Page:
Page 7. Here we can look at what makes a complete town centre and why sometimes they have dead spots between retail and residential. “The existing Frankton shopping area has a mix of traditional businesses such as the local butcher, florist, cake shop and barber servicing the local residents and businesses.”

Here is example from Hann.Munden Germany (Area Pop 23,668) where shopping, living, socialising, business and different building types are mixed at street level, ensuring the change from retail to residential is blurred.

Hann Munden 04 Hann Munden 05

“The Frankton Market has been an attraction for 30 years.”
The early history of Albert Cuyp Market Amsterdam isn’t much different to Frankton Market’s; Frankton is just a bit slower to grow into a daily market.
An opportunity that some Frankton retailers may be missing is that the Albert Cuyp Market has layers; yes, low value street trader shelters do sell surplus and low value products, but as you move into the tent the product value increases. Looking deeper, a good number of the retailers are actually selling very high value products from the original shops/dwellings behind these shelters.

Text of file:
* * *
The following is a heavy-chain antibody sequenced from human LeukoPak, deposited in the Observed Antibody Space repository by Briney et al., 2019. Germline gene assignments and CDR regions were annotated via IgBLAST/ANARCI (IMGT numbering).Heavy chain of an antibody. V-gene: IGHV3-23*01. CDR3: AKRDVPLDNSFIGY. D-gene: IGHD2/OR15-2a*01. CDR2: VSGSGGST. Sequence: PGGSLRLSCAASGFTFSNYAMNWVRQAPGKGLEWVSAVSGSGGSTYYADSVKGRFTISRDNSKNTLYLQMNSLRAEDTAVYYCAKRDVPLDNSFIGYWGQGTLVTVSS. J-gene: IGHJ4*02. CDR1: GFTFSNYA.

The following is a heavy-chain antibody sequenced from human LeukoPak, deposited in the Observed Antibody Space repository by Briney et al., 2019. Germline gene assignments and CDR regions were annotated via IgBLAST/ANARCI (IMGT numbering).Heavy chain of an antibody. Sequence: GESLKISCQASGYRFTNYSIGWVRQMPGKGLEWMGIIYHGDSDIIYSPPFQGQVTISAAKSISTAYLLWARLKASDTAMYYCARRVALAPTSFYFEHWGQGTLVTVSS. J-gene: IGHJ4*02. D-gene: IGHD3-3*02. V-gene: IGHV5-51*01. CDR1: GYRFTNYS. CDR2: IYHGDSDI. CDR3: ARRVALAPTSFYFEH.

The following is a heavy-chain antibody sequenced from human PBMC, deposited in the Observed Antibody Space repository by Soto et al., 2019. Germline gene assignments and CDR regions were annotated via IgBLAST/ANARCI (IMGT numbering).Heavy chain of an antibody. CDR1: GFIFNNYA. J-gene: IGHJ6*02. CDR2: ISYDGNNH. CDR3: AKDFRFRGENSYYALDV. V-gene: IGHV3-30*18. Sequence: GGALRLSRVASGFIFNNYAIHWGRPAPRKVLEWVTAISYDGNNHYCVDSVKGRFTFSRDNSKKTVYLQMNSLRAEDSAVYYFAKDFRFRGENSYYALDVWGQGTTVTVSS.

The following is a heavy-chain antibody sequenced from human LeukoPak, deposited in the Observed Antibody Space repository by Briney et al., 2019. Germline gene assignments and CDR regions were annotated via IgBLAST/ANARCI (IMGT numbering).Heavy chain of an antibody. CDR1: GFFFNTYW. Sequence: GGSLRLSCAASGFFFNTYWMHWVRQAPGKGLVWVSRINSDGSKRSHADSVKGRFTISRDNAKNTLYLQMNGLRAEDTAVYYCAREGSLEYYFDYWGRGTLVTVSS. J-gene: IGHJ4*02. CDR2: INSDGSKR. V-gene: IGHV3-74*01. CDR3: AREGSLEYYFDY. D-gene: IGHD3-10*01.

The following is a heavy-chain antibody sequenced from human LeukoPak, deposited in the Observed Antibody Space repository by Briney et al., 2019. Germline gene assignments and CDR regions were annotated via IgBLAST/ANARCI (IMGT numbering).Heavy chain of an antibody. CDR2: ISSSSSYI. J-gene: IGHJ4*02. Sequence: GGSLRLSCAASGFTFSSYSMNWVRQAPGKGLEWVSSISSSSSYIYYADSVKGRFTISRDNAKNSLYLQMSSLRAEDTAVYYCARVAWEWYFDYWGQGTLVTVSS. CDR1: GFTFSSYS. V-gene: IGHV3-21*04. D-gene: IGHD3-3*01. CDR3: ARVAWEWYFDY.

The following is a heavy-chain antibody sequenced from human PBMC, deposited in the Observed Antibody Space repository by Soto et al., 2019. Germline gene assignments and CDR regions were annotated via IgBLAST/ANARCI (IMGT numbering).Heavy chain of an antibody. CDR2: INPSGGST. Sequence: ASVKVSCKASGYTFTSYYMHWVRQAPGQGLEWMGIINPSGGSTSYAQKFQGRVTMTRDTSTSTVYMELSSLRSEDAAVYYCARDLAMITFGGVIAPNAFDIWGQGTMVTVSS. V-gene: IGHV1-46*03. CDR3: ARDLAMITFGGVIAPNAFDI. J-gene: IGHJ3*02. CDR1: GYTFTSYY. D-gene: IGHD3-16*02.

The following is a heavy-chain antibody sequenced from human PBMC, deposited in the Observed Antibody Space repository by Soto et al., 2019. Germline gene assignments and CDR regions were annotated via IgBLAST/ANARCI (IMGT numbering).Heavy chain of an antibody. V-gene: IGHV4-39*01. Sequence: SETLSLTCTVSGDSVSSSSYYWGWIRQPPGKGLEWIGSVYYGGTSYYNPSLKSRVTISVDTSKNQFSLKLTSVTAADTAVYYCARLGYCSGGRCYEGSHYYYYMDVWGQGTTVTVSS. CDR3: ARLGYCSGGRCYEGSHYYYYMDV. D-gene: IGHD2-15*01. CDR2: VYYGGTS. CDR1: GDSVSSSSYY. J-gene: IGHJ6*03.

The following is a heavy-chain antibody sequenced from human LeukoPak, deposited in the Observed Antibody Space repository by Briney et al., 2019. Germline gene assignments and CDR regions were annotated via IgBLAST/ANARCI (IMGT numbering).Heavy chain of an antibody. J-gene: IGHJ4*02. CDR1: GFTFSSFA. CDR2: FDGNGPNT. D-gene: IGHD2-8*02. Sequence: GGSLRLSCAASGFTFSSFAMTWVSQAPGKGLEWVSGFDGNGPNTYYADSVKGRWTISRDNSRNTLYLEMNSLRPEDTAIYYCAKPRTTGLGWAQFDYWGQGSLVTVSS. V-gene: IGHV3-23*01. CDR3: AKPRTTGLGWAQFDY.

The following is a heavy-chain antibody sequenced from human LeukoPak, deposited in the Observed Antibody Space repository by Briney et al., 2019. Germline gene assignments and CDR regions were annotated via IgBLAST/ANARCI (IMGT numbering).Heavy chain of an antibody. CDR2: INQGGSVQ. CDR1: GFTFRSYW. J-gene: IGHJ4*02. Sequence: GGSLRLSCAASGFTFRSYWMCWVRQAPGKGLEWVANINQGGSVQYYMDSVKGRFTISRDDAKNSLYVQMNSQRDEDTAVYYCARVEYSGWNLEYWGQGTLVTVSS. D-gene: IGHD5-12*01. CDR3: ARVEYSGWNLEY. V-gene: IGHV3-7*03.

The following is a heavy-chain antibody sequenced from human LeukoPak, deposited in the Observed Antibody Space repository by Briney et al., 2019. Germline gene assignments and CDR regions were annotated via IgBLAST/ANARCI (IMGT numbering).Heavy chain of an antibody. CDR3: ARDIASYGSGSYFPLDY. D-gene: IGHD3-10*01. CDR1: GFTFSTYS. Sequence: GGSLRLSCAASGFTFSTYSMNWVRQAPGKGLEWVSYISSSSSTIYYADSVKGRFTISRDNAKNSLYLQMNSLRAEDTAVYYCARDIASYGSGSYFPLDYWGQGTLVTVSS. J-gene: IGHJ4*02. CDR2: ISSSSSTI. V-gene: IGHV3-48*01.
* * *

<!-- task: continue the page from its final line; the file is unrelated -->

And yes many Dutch people living outside of Amsterdam will talk about the type of people that hang out in parts of any city in an unpleasant way. This would be common to most places that look chaotic. The success of the Albert Cuyp Market comes partly from fact that these retailers display and protect their products, based on their value; similar to what would be seen in a pharmacy.
Link – http://albertcuyp-markt.amsterdam/historie-van-de-albert-cuyp/

Amsterdam Albert Cuyp Market

Page 6. The Plan’s outcomes read like a description of an established town.
“Economic mix of light industrial, trade and retail businesses … reputation as a supportive commercial environment for small to medium trade, family and start-up businesses … Frankton is a mature suburb located close to the central city, offering a range of housing options. It is close to jobs and main transport routes … increasingly desirable suburb for families and professionals interested in an urban village atmosphere and convenient, pedestrian-friendly proximity to work, education, cultural and social facilities”